Phone-hacking trial: Rebekah Brooks's evidence 'well-scripted'

Charlie and Rebekah Brooks Image copyright Getty Images
Image caption Defendants may have decided the law did not apply to them, prosecutors said.

Rebekah Brooks gave a "carefully-choreographed and well-scripted performance" as a witness during the phone-hacking trial, a court has heard.

Giving the prosecution's closing remarks, Andrew Edis QC said it might be hard for the jury to see "behind the mask" of the ex-News of the World editor.

Mr Edis said the trial was not an attack on the freedom of the press but was about applying the rule of law.

All seven defendants deny the charges.

'Significant jobs'

Summing up the case after seven months of evidence, Mr Edis told the jury to consider who knew about the "rotten state of affairs" at the top of the News of the World.

And he said there was an "enormous gap" in the defence case concerning a £100,000 retainer paid to private investigator Glenn Mulcaire.

The jury was asked to consider whether the defendants were so incompetent and careless that "events on their watch" were "not noticed".

Mr Edis suggested this could not be the case.

On Mrs Brooks's stint in the Old Bailey witness box, where she gave her account of events for seven and a half days, Mr Edis said: "We have suggested that the evidence of Mrs Brooks was a carefully choreographed and well scripted performance", adding it might be hard for the jury to see "behind the mask" of a person like Mrs Brooks who had held "significant jobs."

He said the case was like a murder where "the body had been in the sitting room for a week" and when people spoke to the police they said they were in the kitchen.

'Excitement of the chase'

The defendants were "an unusual group of criminal suspects," Mr Edis said.

Had the "excitement of the chase" led these people to decide the law did not matter to them, he asked.

Mr Edis said the case was not an attack on the freedom of the press or the tabloid press.

"We accept that the free press is an essential part of the protections of a democratic society," he said, adding: "The ultimate protection of a democratic society is the rule of law… and that applies to you, me and everyone else."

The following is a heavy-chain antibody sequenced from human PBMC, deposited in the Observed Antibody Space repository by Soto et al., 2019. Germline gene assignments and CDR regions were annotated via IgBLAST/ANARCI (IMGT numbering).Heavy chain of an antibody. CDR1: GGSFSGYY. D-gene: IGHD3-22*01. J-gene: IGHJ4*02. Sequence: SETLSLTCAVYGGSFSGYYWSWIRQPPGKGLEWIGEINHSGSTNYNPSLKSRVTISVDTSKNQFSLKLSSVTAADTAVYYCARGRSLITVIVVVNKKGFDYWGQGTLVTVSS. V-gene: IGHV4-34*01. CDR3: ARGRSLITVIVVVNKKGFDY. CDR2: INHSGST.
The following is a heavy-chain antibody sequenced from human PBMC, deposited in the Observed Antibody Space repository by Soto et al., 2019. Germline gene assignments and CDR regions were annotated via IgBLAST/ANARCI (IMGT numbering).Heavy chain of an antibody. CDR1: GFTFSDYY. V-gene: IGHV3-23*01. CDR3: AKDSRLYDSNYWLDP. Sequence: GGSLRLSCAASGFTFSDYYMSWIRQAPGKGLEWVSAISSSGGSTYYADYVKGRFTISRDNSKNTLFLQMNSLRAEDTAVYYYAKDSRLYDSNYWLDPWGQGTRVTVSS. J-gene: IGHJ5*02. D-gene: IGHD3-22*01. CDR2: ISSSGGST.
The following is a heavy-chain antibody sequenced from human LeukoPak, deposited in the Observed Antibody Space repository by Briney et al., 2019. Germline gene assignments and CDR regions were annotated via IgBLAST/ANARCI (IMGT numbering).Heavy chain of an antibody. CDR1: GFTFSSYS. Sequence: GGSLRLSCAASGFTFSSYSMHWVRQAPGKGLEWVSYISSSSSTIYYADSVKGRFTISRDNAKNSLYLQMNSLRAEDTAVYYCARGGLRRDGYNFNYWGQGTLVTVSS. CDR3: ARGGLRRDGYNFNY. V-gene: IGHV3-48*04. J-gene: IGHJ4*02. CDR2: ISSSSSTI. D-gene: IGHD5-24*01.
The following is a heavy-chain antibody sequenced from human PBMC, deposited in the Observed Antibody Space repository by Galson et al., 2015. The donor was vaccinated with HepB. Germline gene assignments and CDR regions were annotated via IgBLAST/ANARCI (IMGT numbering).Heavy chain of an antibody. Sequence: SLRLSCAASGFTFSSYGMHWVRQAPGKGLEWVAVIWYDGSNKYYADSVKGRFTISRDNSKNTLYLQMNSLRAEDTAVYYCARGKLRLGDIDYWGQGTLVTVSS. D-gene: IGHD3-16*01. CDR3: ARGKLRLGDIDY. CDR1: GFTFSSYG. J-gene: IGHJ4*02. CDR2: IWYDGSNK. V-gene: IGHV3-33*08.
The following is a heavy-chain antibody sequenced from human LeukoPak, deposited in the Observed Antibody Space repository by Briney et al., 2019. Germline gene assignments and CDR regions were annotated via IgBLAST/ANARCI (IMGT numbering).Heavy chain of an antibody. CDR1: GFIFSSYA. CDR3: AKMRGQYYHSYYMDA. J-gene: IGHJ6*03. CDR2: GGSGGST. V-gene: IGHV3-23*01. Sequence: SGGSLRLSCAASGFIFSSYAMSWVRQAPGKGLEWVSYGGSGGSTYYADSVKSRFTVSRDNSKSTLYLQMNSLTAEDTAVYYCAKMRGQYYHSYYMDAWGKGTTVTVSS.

'Industrial scale'

The case relates to illegal phone hacking carried out by journalists and contractors at the now defunct News of the World between October 2000 and August 2006.

"There was an awful lot of phone hacking going on at the News of the World in 2005 and 2006. An awful lot," said Mr Edis.

"Was it the position, as [ex-News of the World reporter] Dan Evans says, the office cat knew? Was it the position, as [former News of the World royal editor] Mr Goodman said, hacking was going on on an industrial scale?"

Mr Edis said the evidence from the paper's phone lines was that 135 victims had been hacked, averaging nine hacks per day.

And an investigation into the activities of Mulcaire showed he had accessed the voicemails of 132 people hundreds of times in 2005 and 2006.

The jury was asked to consider why Mulcaire was being paid a retainer of more than £100,000 a year by the newspaper, and who knew of his activities.

"How did they satisfy themselves that this retainer was worth it?" asked Mr Edis.

"That is, I am afraid, an enormous gap in the defence cases."

The defendants face various charges, including conspiring to hack phones and conspiracy to pervert the course of justice.

They deny any involvement and the case continues.

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